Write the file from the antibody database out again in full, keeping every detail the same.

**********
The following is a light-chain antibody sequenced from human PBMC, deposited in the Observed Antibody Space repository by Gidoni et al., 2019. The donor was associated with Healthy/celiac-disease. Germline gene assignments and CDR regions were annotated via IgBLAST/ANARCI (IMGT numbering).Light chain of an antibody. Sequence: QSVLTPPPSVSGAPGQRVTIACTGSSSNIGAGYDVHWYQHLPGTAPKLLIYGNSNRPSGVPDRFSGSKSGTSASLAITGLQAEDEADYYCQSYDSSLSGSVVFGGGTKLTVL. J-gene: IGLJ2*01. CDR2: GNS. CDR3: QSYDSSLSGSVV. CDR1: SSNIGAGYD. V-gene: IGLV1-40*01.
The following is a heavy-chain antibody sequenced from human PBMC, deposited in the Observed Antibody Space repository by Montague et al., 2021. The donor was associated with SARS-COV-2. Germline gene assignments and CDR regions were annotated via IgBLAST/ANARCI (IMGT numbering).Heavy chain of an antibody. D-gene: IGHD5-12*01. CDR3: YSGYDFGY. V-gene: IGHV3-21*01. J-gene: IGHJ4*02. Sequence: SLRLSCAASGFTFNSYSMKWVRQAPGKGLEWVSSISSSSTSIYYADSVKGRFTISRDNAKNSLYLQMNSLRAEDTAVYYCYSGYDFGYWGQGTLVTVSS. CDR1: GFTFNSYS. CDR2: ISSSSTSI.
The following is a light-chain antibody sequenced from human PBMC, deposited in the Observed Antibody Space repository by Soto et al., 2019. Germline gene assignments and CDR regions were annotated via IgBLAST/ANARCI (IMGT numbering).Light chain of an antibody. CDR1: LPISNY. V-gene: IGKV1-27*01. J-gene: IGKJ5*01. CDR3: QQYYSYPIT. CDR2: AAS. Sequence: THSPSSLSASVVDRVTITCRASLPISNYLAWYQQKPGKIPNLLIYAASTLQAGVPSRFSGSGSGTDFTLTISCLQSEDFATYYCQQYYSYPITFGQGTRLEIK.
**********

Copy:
The following is a light-chain antibody sequenced from human PBMC, deposited in the Observed Antibody Space repository by Gidoni et al., 2019. The donor was associated with Healthy/celiac-disease. Germline gene assignments and CDR regions were annotated via IgBLAST/ANARCI (IMGT numbering).Light chain of an antibody. Sequence: QSVLTPPPSVSGAPGQRVTIACTGSSSNIGAGYDVHWYQHLPGTAPKLLIYGNSNRPSGVPDRFSGSKSGTSASLAITGLQAEDEADYYCQSYDSSLSGSVVFGGGTKLTVL. J-gene: IGLJ2*01. CDR2: GNS. CDR3: QSYDSSLSGSVV. CDR1: SSNIGAGYD. V-gene: IGLV1-40*01.
The following is a heavy-chain antibody sequenced from human PBMC, deposited in the Observed Antibody Space repository by Montague et al., 2021. The donor was associated with SARS-COV-2. Germline gene assignments and CDR regions were annotated via IgBLAST/ANARCI (IMGT numbering).Heavy chain of an antibody. D-gene: IGHD5-12*01. CDR3: YSGYDFGY. V-gene: IGHV3-21*01. J-gene: IGHJ4*02. Sequence: SLRLSCAASGFTFNSYSMKWVRQAPGKGLEWVSSISSSSTSIYYADSVKGRFTISRDNAKNSLYLQMNSLRAEDTAVYYCYSGYDFGYWGQGTLVTVSS. CDR1: GFTFNSYS. CDR2: ISSSSTSI.
The following is a light-chain antibody sequenced from human PBMC, deposited in the Observed Antibody Space repository by Soto et al., 2019. Germline gene assignments and CDR regions were annotated via IgBLAST/ANARCI (IMGT numbering).Light chain of an antibody. CDR1: LPISNY. V-gene: IGKV1-27*01. J-gene: IGKJ5*01. CDR3: QQYYSYPIT. CDR2: AAS. Sequence: THSPSSLSASVVDRVTITCRASLPISNYLAWYQQKPGKIPNLLIYAASTLQAGVPSRFSGSGSGTDFTLTISCLQSEDFATYYCQQYYSYPITFGQGTRLEIK.